Today I have given my last class in the MBA of this course at IESE Business School and it occurred to me that instead of going through the learning that the students may have acquired, it seemed better to thank them for everything I learned from them since January. At first it seemed a bit risky to me because I have been helping students to discover, debate and decide for many years and perhaps my learning could be few. However, when I thought about it I discovered that there were many, many and it was a great surprise.
The class discussions have been lively and very interesting this year, especially in the workshops, where each group tried to convince the others of the correctness of the decisions of the company or brand that they had chosen to exemplify some important leadership issue. My role, as almost always, was that of the coach who organized the game. But my mind had to speed up because the information from each other was piling up and relating many ideas to each other is not easy. In the end they expected me to pull an ace up my sleeve and turn that discussion into something tangible, something practical, something they could use.
This complex process should seem natural to an IESE professor because that’s what we dedicate ourselves to, but when I started to think about the details I discovered that my learning had been extraordinary. Today I have told you in the middle of a sepulchral silence very alien to our usual sessions. And we have finished the subject with great and prolonged applause and cheers.
I think my great discovery has been not to become a scholar but a disciple, to show them that I am the one who has learned and to be able to demonstrate it ostensibly. And I have been perplexed by his thunderous reaction.
Wisdom is built by paying close attention to others and putting together the loose pieces they give us.
You could ask me if what I learned I already knew before or if it was completely new to me and I couldn’t answer you. Perhaps with a maybe yes, maybe no… Discovering is a process of enlightenment because it is necessary to be present, pending and extremely attentive at that moment in order to perceive the detail that makes the difference between what we already knew and what we have just understood. Without mindfulness, wisdom does not manifest.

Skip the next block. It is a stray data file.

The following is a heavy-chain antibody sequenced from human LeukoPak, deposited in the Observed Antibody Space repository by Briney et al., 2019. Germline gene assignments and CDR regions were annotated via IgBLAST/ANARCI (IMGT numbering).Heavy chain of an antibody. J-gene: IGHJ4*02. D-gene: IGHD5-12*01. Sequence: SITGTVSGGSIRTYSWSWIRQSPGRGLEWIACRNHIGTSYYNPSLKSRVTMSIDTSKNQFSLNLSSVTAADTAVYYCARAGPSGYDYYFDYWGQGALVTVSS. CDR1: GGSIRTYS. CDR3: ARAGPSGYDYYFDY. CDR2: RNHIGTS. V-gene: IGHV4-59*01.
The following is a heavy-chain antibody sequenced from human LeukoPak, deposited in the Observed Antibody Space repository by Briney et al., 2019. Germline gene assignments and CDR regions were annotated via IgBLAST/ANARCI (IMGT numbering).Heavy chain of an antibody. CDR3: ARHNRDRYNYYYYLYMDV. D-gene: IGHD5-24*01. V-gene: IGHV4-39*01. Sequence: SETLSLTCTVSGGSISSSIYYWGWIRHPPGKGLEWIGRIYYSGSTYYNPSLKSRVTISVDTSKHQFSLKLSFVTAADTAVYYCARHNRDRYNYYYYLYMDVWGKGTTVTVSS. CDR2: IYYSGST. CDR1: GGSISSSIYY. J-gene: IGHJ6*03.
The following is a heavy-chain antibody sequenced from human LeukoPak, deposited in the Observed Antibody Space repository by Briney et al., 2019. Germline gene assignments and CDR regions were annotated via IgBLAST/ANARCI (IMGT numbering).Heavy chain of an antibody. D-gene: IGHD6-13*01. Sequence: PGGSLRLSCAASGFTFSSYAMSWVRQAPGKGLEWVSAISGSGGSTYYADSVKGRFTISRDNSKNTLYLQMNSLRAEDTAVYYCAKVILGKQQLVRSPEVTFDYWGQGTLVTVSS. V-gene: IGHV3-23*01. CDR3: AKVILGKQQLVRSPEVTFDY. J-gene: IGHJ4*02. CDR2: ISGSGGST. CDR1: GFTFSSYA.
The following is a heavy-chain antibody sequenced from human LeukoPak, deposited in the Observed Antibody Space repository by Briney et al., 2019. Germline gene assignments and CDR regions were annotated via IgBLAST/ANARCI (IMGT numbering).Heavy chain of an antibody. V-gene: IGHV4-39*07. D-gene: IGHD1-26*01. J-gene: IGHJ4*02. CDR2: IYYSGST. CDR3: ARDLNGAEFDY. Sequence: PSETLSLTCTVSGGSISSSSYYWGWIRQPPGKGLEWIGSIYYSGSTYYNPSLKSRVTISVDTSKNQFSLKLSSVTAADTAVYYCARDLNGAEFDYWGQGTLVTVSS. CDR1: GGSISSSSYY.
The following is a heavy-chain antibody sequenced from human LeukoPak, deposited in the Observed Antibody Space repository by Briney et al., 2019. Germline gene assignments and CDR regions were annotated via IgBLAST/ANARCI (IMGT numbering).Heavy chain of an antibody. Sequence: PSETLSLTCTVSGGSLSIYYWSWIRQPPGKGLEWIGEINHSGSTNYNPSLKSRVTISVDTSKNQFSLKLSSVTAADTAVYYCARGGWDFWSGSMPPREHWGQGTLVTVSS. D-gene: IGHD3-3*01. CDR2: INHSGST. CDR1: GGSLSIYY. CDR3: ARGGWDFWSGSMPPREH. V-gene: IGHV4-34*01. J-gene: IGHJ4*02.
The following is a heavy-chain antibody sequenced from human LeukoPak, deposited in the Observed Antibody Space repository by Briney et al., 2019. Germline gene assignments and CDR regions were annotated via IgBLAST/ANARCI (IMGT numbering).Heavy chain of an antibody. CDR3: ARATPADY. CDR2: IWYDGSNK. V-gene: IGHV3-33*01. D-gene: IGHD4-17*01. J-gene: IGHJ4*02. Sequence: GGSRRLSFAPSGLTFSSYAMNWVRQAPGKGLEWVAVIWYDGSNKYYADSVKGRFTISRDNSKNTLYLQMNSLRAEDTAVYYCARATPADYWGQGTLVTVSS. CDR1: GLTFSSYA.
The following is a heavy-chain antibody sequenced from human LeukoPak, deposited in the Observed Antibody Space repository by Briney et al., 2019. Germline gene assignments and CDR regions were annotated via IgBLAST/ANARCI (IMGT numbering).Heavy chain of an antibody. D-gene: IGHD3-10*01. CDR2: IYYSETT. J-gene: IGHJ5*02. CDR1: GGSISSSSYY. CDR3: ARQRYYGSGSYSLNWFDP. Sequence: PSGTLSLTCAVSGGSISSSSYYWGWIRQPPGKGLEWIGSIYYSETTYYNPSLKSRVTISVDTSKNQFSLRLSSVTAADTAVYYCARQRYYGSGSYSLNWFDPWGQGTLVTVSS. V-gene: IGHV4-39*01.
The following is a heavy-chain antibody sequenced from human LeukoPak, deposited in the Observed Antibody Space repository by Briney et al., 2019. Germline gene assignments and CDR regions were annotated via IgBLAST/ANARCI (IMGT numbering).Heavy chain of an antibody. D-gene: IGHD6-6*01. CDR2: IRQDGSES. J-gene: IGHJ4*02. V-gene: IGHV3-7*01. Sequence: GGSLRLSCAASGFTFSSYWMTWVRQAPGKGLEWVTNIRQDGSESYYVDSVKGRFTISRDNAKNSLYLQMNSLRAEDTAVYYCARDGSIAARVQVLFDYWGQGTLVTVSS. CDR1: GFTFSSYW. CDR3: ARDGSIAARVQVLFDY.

Today I am happier if possible because I think I have found a new explanation for what it means to grow older, because there are two paths on this journey: the first, the rough one, is the one taken by those who speak of retirement as a state of well-deserved rest. The second, the most complex, difficult and less common is access to wisdom.
Those who believe they deserve something are on the wrong path because in life you have to be and not deserve. Justifying in a thousand ways the gloating of living in a comfort zone is something that contradicts everything we should have learned, because it is the way to miss out on all the good that comes from innovation, creativity, discoveries and profound silence.
Instead, the second path is wisdom. In my short monastic life I met those elders who listened a lot, spoke little and were always in a state of deep attention. They were the wise! Curiously, they always showed surprise at what I was telling them from time to time as if I were a citizen of another planet. And today I understood why. They were looking for that little detail, that half-hidden word that completed what they already knew. They couldn’t miss anything because in the midst of my verbiage they believed they would find what would make them complete the circle of their thoughts and feelings.
Thinking about what I learned from them has done me a great deal of good because I have discovered that wisdom is built by paying close attention to others and putting together the loose pieces that they give us.
Xavier Oliver, professor at the IESE Business School.